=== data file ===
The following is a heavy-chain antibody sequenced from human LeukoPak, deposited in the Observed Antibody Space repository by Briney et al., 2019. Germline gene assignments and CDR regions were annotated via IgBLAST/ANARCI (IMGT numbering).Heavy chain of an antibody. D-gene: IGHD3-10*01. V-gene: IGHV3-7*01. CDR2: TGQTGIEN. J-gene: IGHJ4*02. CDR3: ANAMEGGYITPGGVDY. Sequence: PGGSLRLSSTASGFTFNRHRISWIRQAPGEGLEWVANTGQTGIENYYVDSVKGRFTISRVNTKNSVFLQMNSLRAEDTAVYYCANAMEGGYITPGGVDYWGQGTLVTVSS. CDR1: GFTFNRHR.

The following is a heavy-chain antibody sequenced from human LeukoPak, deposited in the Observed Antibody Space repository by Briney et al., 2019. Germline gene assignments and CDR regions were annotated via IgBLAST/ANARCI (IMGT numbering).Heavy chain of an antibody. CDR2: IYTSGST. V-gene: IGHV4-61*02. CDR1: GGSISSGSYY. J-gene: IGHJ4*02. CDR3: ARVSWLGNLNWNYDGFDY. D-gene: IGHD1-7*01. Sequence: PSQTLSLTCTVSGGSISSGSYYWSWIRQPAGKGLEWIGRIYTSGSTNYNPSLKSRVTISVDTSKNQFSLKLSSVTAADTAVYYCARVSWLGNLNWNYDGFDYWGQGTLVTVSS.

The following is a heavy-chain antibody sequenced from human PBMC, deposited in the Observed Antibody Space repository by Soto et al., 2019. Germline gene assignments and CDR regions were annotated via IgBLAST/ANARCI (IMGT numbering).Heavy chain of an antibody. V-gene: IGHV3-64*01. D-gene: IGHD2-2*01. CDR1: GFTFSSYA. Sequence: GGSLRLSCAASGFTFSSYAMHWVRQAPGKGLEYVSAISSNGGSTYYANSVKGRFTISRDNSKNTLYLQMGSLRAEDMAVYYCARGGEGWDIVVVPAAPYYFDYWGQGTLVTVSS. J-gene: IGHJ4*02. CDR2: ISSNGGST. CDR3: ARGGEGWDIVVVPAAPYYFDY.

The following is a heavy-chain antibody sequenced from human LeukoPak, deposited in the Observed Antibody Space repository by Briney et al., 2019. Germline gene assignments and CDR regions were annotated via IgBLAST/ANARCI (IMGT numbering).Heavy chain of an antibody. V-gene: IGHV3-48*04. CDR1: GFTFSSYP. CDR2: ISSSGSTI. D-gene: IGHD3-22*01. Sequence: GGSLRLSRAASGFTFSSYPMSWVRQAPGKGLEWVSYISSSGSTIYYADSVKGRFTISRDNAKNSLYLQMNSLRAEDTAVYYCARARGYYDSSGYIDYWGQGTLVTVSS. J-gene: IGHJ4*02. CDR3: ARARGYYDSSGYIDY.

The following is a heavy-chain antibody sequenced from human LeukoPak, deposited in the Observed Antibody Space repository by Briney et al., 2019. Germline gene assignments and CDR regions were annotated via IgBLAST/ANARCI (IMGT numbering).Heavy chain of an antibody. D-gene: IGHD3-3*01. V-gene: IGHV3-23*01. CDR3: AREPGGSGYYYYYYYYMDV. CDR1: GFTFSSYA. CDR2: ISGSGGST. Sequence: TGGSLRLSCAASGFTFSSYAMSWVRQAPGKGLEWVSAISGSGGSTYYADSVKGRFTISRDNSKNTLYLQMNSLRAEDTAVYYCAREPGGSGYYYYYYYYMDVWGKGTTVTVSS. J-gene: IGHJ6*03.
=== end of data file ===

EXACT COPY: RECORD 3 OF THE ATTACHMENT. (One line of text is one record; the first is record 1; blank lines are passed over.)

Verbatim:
The following is a heavy-chain antibody sequenced from human PBMC, deposited in the Observed Antibody Space repository by Soto et al., 2019. Germline gene assignments and CDR regions were annotated via IgBLAST/ANARCI (IMGT numbering).Heavy chain of an antibody. V-gene: IGHV3-64*01. D-gene: IGHD2-2*01. CDR1: GFTFSSYA. Sequence: GGSLRLSCAASGFTFSSYAMHWVRQAPGKGLEYVSAISSNGGSTYYANSVKGRFTISRDNSKNTLYLQMGSLRAEDMAVYYCARGGEGWDIVVVPAAPYYFDYWGQGTLVTVSS. J-gene: IGHJ4*02. CDR2: ISSNGGST. CDR3: ARGGEGWDIVVVPAAPYYFDY.